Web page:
Is Whole Foods (NASDAQ:WFMI) CEO John Mackey smiling? Perhaps. After offering $565 million for Wild Oats (NASDAQ:OATS) in February, the ailing Colorado-based natural grocer Mackey's seeking to buy reported a 70% increase in adjusted per-share earnings last week.

"Adjusted" is the key word there. Wild Oats says it spent $3.5 million in conjunction with the pending merger. Include that and other charges related to restructuring in the tally, and per-share net income falls by 44%.

Still, management deserves some credit for boosting efficiency. Revenue improved by 4%, though Wild Oats had two fewer stores in its chain by the end of the reporting period. Mackey -- a stickler for efficiency in his own operation -- would be proud.

But plenty of problems remain, particularly comps. Same-store sales improved just 0.3%, versus 4% the year prior. Further competition in organics from Whole Foods, as well as classic grocers such as Safeway (NYSE:SWY) and Kroger (NYSE:KR), must be at least partly to blame.

Wild Oats' response, alas, is even more troubling than the threat itself. In explaining a decline in gross margin, management said that the grocer is stocking lower-margin merchandise and beefing up promotions. That's a far cry from the strategy that has earned Whole Foods the nickname "Whole Paycheck."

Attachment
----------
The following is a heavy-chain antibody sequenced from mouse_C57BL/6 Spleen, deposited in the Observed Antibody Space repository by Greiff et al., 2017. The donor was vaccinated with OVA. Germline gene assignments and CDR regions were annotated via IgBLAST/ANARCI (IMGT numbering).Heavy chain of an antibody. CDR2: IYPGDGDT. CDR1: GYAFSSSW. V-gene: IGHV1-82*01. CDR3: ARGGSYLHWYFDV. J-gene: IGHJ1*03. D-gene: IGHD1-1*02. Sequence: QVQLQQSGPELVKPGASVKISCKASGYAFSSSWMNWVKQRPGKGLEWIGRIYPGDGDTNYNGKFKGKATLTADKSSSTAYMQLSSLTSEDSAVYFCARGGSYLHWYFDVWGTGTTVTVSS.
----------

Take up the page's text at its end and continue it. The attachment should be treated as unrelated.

It's also sure to affect free cash flow, which is already suffering from higher capital expenditures earmarked for expansion and remodeling, including the ongoing construction of a flagship store in Boulder.

But that may be just the beginning. Mackey has promised to boost the output of some Wild Oats locations by 50% to 70% within two years. There are only two ways to produce that sort of growth: bulk up inventory or raise prices. Either way, additional capital investment seems inevitable.

Wild Oats isn't yet a business to smile about, not even for the permanently sunny Mackey. But if interim CEO Greg Mays and his team continue to produce more with less, this promised organic oligopoly could cook up tasty returns for investors.

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Fool contributor Tim Beyers, who is ranked 6,458 out of more than 28,400 in CAPS, likes his food and his stocks organically delicious. Tim didn't own shares in any of the companies mentioned in this article at the time of publication. All of his portfolio holdings can be found at Tim's Fool profile. His thoughts on Foolishness and investing may be found in his blog. The Motley Fool's disclosure policy is like bran for your portfolio.